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Faculty of Pharmacy


Recent Submissions

  • Tiainen, Elina (2024)
    New drugs against malaria are required, as millions of people are still affected yearly by this deadly disease. The development of drug resistance to current antimalarials is an ongoing process. Membrane-bound pyrophosphatases (mPPases) are potential new drug targets against malaria and other protozoan diseases. mPPases play a crucial role in the survival of the malaria parasite, they couple the energy released from the hydrolysis of pyrophosphate into the transport of protons or ions against an electrochemical gradient. The aim of this study was to identify potential mPPase inhibitors through a docking-based virtual screen of the Tres Cantos Antimalarial Compound Set, which consists of over 13500 malaria-active compounds. The virtual screen against a Thermotoga maritima mPPase protein structure identified a 2,4-diamino-1,6-dihydrotriazine among the top-ranking scaffolds. Four compounds found among the docking results containing this scaffold were synthesised: three with a halophenyl substituent, and one with a hydroxyl substituent. The compounds in their hydrochloride salt forms were synthesised using a three-component method for the synthesis of 2,4-diamino-1,6-dihydrotriazines. The compounds were also freed from the hydrochloride salts into their corresponding molecular forms. The structural characterisation of the compounds, especially the molecular forms, presented challenges. The docking results were also searched to identify compounds containing previously identified mPPase-active substructures. From the docking results, several other interesting compounds were identified in addition to the synthesised compounds. The knowledge and results obtained from this study can be used as openings for potential future docking and synthesis projects in the development of mPPase inhibitors. The activity of the compounds synthesised in the project remains to be evaluated in subsequent investigations.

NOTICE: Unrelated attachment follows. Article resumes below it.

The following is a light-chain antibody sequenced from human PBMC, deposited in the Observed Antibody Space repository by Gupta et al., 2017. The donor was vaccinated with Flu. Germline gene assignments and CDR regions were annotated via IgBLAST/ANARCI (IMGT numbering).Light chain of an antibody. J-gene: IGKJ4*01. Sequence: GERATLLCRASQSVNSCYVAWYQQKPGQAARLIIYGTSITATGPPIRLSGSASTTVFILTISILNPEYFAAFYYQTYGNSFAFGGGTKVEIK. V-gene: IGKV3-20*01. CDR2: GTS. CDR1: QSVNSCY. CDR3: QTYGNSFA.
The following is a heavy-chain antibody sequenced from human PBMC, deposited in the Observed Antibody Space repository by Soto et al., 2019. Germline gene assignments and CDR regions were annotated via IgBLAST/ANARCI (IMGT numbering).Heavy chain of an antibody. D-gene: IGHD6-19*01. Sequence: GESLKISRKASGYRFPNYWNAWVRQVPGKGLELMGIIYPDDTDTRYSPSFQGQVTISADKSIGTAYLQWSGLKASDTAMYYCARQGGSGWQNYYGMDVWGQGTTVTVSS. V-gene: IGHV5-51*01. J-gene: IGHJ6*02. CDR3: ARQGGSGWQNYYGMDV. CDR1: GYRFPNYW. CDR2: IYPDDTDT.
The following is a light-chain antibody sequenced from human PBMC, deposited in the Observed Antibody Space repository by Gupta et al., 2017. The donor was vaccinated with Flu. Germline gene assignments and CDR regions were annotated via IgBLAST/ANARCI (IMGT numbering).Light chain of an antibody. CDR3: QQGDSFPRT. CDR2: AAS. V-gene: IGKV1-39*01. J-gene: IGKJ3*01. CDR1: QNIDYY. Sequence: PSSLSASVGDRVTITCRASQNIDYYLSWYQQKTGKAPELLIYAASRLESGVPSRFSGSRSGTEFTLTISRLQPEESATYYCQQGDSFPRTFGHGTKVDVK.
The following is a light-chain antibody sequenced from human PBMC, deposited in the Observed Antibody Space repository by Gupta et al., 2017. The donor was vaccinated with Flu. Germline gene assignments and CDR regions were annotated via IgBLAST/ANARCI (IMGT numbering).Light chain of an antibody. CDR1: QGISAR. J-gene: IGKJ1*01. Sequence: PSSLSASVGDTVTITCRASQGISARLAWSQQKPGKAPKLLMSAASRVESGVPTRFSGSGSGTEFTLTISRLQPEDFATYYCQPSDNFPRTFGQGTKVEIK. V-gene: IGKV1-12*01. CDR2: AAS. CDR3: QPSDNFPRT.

• Vartiainen, Mira (2024)